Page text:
'He was fed up': Father, 84, charged in slaying of son in Schaumburg home

  • William Karras

    William Karras

  • Schaumburg police found the body of Nick Karras, 56, on Monday at his home on Stoughton Court. His father William Karras, 84, who had moved into the home in May, is charged with murder.

      Schaumburg police found the body of Nick Karras, 56, on Monday at his home on Stoughton Court. His father William Karras, 84, who had moved into the home in May, is charged with murder. Joe Lewnard | Staff Photographer

 
 

Sobs from Nick Karras' loved ones punctuated the bond hearing for William Karras, 84, who was ordered held without bail Thursday on charges he shot his 56-year-old son to death after an argument Monday evening at the Schaumburg home they shared.

As William Karras returned to the lockup, a young woman stood up.

"You killed my dad. You killed him," she cried tearfully from the back of the courtroom before bolting into the hall, where she was consoled by family members.

William Karras, who appeared before Cook County Judge Marc Martin wearing paper clothing, faces a possible life sentence if he is convicted of his son's murder.

Prosecutors say Nick Karras was in the kitchen preparing dinner Monday night when he and his father -- who moved in with his son and his son's fiancee in May -- began arguing about finances and the home's upkeep.

"The victim allegedly pushed the defendant, causing the defendant to fall," said Cook County Assistant State's Attorney Lorna Amado-Chevlin. Nick Karras subsequently told his father he could no longer live in the home.

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Prosecutors say William Karras retrieved a loaded handgun he kept under his pillow and returned to the kitchen, where his son was standing at the sink with his back to his father. Amado-Chevlin said William Karras shot his son in the back of the head and the left cheek from three or four feet away.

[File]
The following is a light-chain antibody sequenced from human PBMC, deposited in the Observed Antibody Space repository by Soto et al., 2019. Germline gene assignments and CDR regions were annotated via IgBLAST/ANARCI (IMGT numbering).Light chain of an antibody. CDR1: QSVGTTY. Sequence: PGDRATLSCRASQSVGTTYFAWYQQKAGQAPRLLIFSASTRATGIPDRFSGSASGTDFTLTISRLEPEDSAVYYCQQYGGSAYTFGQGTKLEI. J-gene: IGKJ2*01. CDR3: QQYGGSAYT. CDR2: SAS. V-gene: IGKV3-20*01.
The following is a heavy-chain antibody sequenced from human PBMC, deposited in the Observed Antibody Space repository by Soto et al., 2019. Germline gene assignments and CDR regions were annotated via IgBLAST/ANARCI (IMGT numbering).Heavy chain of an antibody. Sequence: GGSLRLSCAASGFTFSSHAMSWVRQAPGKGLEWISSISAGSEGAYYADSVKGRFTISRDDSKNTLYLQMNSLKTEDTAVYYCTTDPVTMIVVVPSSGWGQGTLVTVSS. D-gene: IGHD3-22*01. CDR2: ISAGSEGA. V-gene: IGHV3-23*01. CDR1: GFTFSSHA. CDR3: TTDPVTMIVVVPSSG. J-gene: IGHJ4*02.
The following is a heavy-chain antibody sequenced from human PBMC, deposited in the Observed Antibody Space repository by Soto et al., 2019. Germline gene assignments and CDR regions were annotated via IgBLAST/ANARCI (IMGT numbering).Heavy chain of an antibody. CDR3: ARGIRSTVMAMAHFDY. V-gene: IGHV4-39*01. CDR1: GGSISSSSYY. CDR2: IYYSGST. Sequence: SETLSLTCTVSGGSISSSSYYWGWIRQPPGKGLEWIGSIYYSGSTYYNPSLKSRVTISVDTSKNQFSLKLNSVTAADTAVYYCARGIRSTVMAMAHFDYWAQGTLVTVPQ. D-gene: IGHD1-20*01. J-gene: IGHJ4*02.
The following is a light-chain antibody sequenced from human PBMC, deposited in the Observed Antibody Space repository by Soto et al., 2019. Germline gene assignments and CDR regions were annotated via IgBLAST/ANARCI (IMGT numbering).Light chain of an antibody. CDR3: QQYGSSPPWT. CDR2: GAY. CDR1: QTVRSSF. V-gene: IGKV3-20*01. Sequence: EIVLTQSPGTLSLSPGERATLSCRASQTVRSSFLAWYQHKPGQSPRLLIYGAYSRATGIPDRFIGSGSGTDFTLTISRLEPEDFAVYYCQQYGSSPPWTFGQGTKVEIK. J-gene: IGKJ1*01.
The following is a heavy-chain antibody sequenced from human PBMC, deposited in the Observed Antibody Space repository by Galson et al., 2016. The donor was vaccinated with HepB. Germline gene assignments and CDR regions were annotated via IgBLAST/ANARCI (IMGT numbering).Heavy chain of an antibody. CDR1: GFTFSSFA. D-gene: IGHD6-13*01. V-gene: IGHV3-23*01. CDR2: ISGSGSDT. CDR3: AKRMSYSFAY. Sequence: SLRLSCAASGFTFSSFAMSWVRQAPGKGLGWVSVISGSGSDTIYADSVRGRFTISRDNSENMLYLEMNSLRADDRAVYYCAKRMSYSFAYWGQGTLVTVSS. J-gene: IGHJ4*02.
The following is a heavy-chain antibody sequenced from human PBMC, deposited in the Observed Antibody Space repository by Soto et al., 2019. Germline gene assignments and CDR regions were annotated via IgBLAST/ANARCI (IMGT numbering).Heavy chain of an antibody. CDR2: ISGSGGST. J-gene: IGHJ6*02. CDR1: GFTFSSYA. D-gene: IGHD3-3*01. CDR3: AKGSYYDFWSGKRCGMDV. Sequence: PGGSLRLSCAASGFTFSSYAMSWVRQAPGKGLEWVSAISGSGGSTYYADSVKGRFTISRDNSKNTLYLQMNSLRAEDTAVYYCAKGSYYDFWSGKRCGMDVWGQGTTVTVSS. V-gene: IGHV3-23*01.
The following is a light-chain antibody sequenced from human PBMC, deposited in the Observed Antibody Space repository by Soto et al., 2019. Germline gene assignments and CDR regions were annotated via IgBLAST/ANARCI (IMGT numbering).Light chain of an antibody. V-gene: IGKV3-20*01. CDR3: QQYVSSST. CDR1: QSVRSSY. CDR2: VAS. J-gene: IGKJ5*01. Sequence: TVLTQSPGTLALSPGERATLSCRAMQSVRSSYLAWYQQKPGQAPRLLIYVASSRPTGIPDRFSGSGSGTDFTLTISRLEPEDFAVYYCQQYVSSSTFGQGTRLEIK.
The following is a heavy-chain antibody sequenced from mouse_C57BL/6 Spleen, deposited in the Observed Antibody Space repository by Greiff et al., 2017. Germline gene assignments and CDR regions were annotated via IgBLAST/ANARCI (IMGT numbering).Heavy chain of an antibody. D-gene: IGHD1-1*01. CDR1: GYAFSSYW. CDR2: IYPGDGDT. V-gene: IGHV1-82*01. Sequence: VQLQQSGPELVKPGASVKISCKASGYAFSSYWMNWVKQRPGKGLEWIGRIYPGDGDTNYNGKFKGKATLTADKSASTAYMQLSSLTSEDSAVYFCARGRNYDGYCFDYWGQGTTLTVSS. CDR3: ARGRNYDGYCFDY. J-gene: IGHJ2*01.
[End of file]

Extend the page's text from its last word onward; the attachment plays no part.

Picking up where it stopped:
Hearing the gunshots, the victim's fiancee ran to the kitchen where she found Nick Karras lying on the ground and William Karras holding a telephone, Amado-Chevlin said.

"He pushed her away and proceeded to call 911," Amado-Chevlin said.

During the call, William Karras admitted shooting his son and told the dispatcher he would place the gun he used, a .380 Ruger, on a table in the garage, she said. He subsequently took the magazine from the gun and unloaded the bullets onto a desk in the garage, she said.

Officers arrived about 9:06 p.m., found the body of Nick Karras, the handgun and spent shell casings, and took William Karras into custody, police said. Police found a second handgun, a Glock 17, in a search of William Karras' car.

                                                                                                                                                                                                                       
 

The autopsy showed the wound to the victim's cheek resulted from a weapon being fired at close range, prosecutors said.

According to prosecutors, William Karras told police he and his son had ongoing arguments and he retrieved his gun because "he was angry his son told him he could no longer reside in the home," Amado-Chevlin said.

Prosecutors say that after he was booked, William Karras called one of his daughters and said "things had been brewing for a while" and he shot Nick "because he was fed up," Amado-Chevlin said.

William Karras has no criminal background. But prosecutors revealed that two of his daughters took out separate orders of protection against him in April 2018. Both women claimed their father harassed and threatened them. Both orders were dismissed several weeks after they were filed, prosecutors said.

According to defense attorneys, Karras has a valid FOID card, purchased the weapons legally and had his weapons returned to him after the orders of protection were dismissed.

                                                                                                                                                                                                                       
 

"There are facts in dispute," said Cook County Assistant Public Defender Caroline Glennon, adding that "other facts are going to come to light."

According to Glennon, William Karras' wife was ill and had been placed in a nursing home. The family was also in the process of selling the couple's house, she said.

"There was a lot of family turmoil going on at the time," she said.

Karras next appears in court on July 3.

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